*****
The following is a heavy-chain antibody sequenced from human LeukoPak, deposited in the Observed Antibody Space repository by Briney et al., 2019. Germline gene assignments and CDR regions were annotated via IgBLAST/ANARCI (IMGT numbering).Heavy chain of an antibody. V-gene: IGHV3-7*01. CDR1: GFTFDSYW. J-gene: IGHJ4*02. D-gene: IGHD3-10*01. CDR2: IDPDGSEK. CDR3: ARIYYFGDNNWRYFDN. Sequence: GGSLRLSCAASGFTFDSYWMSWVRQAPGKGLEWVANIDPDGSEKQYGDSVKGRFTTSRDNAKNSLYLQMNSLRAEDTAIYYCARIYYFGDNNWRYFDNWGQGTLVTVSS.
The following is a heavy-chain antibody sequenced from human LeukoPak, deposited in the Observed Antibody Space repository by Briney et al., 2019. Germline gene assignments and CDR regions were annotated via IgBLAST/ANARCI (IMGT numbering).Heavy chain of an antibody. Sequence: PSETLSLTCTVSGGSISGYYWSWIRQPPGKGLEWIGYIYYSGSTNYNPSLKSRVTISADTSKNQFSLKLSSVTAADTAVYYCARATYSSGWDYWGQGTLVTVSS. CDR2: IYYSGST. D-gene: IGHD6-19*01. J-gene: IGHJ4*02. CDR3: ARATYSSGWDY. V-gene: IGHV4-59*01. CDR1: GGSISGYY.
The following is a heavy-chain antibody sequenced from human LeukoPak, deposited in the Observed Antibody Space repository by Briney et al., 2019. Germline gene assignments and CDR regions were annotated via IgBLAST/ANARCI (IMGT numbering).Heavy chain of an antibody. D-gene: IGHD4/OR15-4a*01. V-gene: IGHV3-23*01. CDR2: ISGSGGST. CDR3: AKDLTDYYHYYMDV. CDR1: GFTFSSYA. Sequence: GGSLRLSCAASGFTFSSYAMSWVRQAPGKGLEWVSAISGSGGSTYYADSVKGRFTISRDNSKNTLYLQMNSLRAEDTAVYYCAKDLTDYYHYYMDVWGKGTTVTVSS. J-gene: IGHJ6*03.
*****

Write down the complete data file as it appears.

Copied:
The following is a heavy-chain antibody sequenced from human LeukoPak, deposited in the Observed Antibody Space repository by Briney et al., 2019. Germline gene assignments and CDR regions were annotated via IgBLAST/ANARCI (IMGT numbering).Heavy chain of an antibody. V-gene: IGHV3-7*01. CDR1: GFTFDSYW. J-gene: IGHJ4*02. D-gene: IGHD3-10*01. CDR2: IDPDGSEK. CDR3: ARIYYFGDNNWRYFDN. Sequence: GGSLRLSCAASGFTFDSYWMSWVRQAPGKGLEWVANIDPDGSEKQYGDSVKGRFTTSRDNAKNSLYLQMNSLRAEDTAIYYCARIYYFGDNNWRYFDNWGQGTLVTVSS.
The following is a heavy-chain antibody sequenced from human LeukoPak, deposited in the Observed Antibody Space repository by Briney et al., 2019. Germline gene assignments and CDR regions were annotated via IgBLAST/ANARCI (IMGT numbering).Heavy chain of an antibody. Sequence: PSETLSLTCTVSGGSISGYYWSWIRQPPGKGLEWIGYIYYSGSTNYNPSLKSRVTISADTSKNQFSLKLSSVTAADTAVYYCARATYSSGWDYWGQGTLVTVSS. CDR2: IYYSGST. D-gene: IGHD6-19*01. J-gene: IGHJ4*02. CDR3: ARATYSSGWDY. V-gene: IGHV4-59*01. CDR1: GGSISGYY.
The following is a heavy-chain antibody sequenced from human LeukoPak, deposited in the Observed Antibody Space repository by Briney et al., 2019. Germline gene assignments and CDR regions were annotated via IgBLAST/ANARCI (IMGT numbering).Heavy chain of an antibody. D-gene: IGHD4/OR15-4a*01. V-gene: IGHV3-23*01. CDR2: ISGSGGST. CDR3: AKDLTDYYHYYMDV. CDR1: GFTFSSYA. Sequence: GGSLRLSCAASGFTFSSYAMSWVRQAPGKGLEWVSAISGSGGSTYYADSVKGRFTISRDNSKNTLYLQMNSLRAEDTAVYYCAKDLTDYYHYYMDVWGKGTTVTVSS. J-gene: IGHJ6*03.